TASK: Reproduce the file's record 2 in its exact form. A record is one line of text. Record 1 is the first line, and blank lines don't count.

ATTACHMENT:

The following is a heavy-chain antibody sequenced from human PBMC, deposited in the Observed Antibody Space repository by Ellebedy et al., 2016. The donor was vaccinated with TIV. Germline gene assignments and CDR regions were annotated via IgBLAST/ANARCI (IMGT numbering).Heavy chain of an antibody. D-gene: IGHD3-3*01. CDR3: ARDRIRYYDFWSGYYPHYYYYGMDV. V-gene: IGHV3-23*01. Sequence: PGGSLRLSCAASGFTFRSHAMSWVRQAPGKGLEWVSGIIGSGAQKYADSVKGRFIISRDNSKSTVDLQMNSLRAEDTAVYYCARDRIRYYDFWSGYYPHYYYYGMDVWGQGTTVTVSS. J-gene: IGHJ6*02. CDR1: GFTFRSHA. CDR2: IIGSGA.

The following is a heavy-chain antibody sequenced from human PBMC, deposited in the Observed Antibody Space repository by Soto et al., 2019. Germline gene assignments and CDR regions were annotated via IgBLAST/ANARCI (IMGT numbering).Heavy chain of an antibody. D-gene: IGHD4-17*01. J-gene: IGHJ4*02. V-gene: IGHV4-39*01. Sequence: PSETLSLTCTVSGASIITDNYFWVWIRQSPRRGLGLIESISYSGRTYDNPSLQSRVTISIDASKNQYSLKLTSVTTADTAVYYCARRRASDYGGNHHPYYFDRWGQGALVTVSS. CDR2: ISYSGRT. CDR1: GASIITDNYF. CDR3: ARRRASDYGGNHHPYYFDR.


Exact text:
The following is a heavy-chain antibody sequenced from human PBMC, deposited in the Observed Antibody Space repository by Soto et al., 2019. Germline gene assignments and CDR regions were annotated via IgBLAST/ANARCI (IMGT numbering).Heavy chain of an antibody. D-gene: IGHD4-17*01. J-gene: IGHJ4*02. V-gene: IGHV4-39*01. Sequence: PSETLSLTCTVSGASIITDNYFWVWIRQSPRRGLGLIESISYSGRTYDNPSLQSRVTISIDASKNQYSLKLTSVTTADTAVYYCARRRASDYGGNHHPYYFDRWGQGALVTVSS. CDR2: ISYSGRT. CDR1: GASIITDNYF. CDR3: ARRRASDYGGNHHPYYFDR.